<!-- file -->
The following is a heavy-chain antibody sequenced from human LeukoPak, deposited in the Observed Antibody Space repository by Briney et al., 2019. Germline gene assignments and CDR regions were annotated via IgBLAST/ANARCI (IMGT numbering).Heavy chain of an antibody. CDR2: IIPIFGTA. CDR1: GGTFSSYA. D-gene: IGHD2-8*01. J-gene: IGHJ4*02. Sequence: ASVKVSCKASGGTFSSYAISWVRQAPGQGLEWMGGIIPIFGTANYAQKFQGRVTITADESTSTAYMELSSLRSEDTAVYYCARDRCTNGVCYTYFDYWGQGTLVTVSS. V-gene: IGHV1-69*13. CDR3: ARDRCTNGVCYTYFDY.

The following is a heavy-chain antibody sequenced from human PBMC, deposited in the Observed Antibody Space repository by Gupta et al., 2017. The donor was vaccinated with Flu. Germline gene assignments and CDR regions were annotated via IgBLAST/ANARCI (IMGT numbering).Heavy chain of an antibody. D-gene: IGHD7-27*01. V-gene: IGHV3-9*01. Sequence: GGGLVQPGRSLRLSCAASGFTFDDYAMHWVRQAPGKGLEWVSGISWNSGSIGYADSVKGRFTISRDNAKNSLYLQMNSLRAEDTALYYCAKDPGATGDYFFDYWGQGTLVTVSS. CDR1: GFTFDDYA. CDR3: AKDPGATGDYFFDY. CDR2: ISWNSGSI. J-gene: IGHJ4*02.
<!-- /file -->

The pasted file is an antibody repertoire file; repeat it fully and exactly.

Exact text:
The following is a heavy-chain antibody sequenced from human LeukoPak, deposited in the Observed Antibody Space repository by Briney et al., 2019. Germline gene assignments and CDR regions were annotated via IgBLAST/ANARCI (IMGT numbering).Heavy chain of an antibody. CDR2: IIPIFGTA. CDR1: GGTFSSYA. D-gene: IGHD2-8*01. J-gene: IGHJ4*02. Sequence: ASVKVSCKASGGTFSSYAISWVRQAPGQGLEWMGGIIPIFGTANYAQKFQGRVTITADESTSTAYMELSSLRSEDTAVYYCARDRCTNGVCYTYFDYWGQGTLVTVSS. V-gene: IGHV1-69*13. CDR3: ARDRCTNGVCYTYFDY.

The following is a heavy-chain antibody sequenced from human PBMC, deposited in the Observed Antibody Space repository by Gupta et al., 2017. The donor was vaccinated with Flu. Germline gene assignments and CDR regions were annotated via IgBLAST/ANARCI (IMGT numbering).Heavy chain of an antibody. D-gene: IGHD7-27*01. V-gene: IGHV3-9*01. Sequence: GGGLVQPGRSLRLSCAASGFTFDDYAMHWVRQAPGKGLEWVSGISWNSGSIGYADSVKGRFTISRDNAKNSLYLQMNSLRAEDTALYYCAKDPGATGDYFFDYWGQGTLVTVSS. CDR1: GFTFDDYA. CDR3: AKDPGATGDYFFDY. CDR2: ISWNSGSI. J-gene: IGHJ4*02.